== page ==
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Trip Report for 2019 City Summit

Me, Mesa Councilmember David Luna, and Councilmember Gwen Calhoun

This past November I had the privilege of traveling to San Antonio, Texas to join over 4,000 other local officials, partners and municipal staff from all 50 states for this year's NLC City Summit. Along with the general sessions, there were workshops, mobile workshops, solution sessions, meetings, and networking events (to name a few) that quickly filled up each day. I mainly attended solutions sessions and workshops. The solution sessions were run by industry experts with strategies and best practices proven to have moved the needle, giving us an opportunity to view some of the same issues through the lens of the private sector. These sessions were only offered on Thursday so I tried to go to as many as I could the first morning I was there.

Highlights from Thursday, November 21st:

I started my day with a session on How to Gather the Opinions of Hard to Reach Residents. This one intrigued me, after all, engagement is part of our strategic plan. We can always do better on getting information to residents and hearing back from them on key issues. Good civic engagement is about nourishing a healthy relationship between residents and their local government. This is why we want to reach and engage everyone we can. So who are the "hard to reach" residents? This was the question asked of us in attendance at the start of the session. In short, the answer is (nearly) everyone. Data presented at the session showed that over that past 25 years, fewer than 20% of residents EVER attended a council meeting. When the burden to participate is high, we tend to hear most often from those with extreme views on either side of an issue. Lowering the barrier for engagement is the key to re-introducing voices that we don't typically hear from but really need to. Then making sure that we demonstrate benefit to those that take the time to participate. This session panelists gave us some new ideas and suggestions to implement. Some we already do, some we are currently working on/improving upon, and some we need to do more of or considering starting. I marked "demonstrating benefit" as a big one for us to work on. Making sure we give residents feedback when we use their opinion to make changes based on their participation. Although I know the City already does this, it's an area we could certainly improve upon as well. An example of this would be the way the City accepted feedback from the community when seeking local artists for the water tower mural. Using that feedback, and changing the entire application process greatly improved the respondent rate, therefor the Arts and Humanities Commission, and ultimately the Council had an impressive list of concepts to choose from. When discussing the idea of better demonstrating the benefit of involvement with Councilmember Calhoun, one idea she suggested was having a luncheon for our commissioners as a way of saying thank you, and for us (Council and City staff) to have an opportunity to briefly go over what we've accomplished with their help over the past year, in addition to the certificate currently awarded by the Mayor at the end of their term. I really like that idea and I think it's one example of how we can build on and foster continued engagement in our community and show our appreciation for their time.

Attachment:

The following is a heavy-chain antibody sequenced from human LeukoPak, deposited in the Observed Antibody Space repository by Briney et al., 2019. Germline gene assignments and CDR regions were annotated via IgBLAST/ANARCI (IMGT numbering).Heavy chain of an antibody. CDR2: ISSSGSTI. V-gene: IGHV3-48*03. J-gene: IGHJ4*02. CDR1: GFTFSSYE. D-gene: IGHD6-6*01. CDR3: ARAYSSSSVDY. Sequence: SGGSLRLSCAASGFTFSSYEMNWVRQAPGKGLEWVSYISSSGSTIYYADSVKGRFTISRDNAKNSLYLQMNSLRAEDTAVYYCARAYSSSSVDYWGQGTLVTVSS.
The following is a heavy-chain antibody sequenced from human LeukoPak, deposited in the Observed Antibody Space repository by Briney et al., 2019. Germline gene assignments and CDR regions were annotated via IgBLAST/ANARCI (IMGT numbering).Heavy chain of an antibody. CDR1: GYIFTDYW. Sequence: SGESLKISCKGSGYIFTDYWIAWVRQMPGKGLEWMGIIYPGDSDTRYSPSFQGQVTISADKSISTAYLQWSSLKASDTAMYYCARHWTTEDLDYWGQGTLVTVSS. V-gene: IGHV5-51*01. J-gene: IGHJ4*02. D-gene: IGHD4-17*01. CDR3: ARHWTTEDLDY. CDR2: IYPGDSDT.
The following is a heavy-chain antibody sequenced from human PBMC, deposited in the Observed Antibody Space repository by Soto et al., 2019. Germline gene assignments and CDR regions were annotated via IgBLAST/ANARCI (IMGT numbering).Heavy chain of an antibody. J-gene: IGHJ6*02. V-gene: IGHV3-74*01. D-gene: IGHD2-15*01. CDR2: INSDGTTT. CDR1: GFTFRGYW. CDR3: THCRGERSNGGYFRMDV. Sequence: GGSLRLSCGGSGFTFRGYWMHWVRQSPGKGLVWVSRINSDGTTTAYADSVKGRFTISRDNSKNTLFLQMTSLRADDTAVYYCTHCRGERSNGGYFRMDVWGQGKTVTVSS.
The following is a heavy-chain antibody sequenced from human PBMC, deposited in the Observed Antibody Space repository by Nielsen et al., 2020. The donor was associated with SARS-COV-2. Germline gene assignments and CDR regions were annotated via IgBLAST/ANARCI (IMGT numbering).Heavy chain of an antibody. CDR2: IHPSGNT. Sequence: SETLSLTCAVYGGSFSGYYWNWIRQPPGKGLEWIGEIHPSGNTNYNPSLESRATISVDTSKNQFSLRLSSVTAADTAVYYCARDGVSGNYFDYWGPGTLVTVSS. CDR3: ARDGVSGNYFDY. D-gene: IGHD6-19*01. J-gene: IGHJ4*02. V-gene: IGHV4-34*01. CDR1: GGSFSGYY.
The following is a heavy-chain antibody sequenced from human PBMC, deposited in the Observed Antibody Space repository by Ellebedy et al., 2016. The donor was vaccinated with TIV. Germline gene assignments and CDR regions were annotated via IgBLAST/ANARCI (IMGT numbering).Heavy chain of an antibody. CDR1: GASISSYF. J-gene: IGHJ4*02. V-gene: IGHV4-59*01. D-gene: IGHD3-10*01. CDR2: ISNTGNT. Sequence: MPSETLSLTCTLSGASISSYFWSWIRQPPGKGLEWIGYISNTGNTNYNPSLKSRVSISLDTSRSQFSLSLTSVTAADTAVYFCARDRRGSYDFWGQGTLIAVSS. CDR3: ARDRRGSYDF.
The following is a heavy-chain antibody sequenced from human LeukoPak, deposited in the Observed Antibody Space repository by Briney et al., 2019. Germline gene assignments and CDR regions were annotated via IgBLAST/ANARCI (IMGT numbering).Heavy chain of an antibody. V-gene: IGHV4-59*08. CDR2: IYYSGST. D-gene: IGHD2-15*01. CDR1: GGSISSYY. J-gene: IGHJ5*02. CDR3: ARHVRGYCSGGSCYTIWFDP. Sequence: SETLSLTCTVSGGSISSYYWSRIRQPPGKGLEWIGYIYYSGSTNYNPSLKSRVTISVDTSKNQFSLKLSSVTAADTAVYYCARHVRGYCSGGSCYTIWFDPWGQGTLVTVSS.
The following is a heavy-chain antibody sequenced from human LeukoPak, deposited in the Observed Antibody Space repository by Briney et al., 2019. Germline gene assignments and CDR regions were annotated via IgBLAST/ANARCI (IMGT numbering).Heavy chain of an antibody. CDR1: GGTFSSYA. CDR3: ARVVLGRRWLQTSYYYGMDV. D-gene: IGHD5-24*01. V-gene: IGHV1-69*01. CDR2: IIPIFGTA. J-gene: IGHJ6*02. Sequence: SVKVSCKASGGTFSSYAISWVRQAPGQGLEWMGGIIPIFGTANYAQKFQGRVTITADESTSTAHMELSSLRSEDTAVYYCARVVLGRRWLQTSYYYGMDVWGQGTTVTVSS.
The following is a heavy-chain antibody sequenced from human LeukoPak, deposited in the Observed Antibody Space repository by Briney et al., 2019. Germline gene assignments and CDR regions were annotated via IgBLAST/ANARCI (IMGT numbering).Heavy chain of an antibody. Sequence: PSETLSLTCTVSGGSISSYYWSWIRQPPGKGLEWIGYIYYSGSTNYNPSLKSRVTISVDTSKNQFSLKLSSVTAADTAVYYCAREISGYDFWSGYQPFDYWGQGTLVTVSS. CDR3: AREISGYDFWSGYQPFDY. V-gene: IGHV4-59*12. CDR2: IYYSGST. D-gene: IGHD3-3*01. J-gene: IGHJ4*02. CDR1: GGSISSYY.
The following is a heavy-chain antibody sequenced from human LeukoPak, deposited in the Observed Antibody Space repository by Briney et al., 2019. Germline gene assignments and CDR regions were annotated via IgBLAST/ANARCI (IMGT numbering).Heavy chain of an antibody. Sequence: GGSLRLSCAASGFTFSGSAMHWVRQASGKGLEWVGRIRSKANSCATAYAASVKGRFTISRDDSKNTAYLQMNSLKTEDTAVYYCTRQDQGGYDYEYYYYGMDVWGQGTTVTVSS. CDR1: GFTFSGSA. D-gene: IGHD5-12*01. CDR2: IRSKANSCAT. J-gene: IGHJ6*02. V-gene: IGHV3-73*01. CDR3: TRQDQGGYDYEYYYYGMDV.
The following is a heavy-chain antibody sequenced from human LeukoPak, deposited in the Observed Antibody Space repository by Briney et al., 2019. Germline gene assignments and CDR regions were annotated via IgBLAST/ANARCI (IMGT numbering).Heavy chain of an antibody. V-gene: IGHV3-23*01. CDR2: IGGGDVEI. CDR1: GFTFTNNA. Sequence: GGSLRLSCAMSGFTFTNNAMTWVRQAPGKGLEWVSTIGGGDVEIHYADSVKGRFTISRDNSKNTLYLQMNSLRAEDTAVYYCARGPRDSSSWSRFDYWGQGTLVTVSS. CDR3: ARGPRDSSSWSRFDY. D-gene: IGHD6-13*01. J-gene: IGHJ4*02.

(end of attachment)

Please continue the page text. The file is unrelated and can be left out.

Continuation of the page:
A big one that was talked about was meeting people where they are, whether it's in person or online. Coincidently, I remember saying something similar in my interview with the Herald/Review a year ago when I was first elected and as I said, is now part of our strategic plan.

Engaging our community listed as one of four main objectives for Council's strategic plan.

It's understandable that not everyone can attend council meetings, or find the time to watch every meeting and re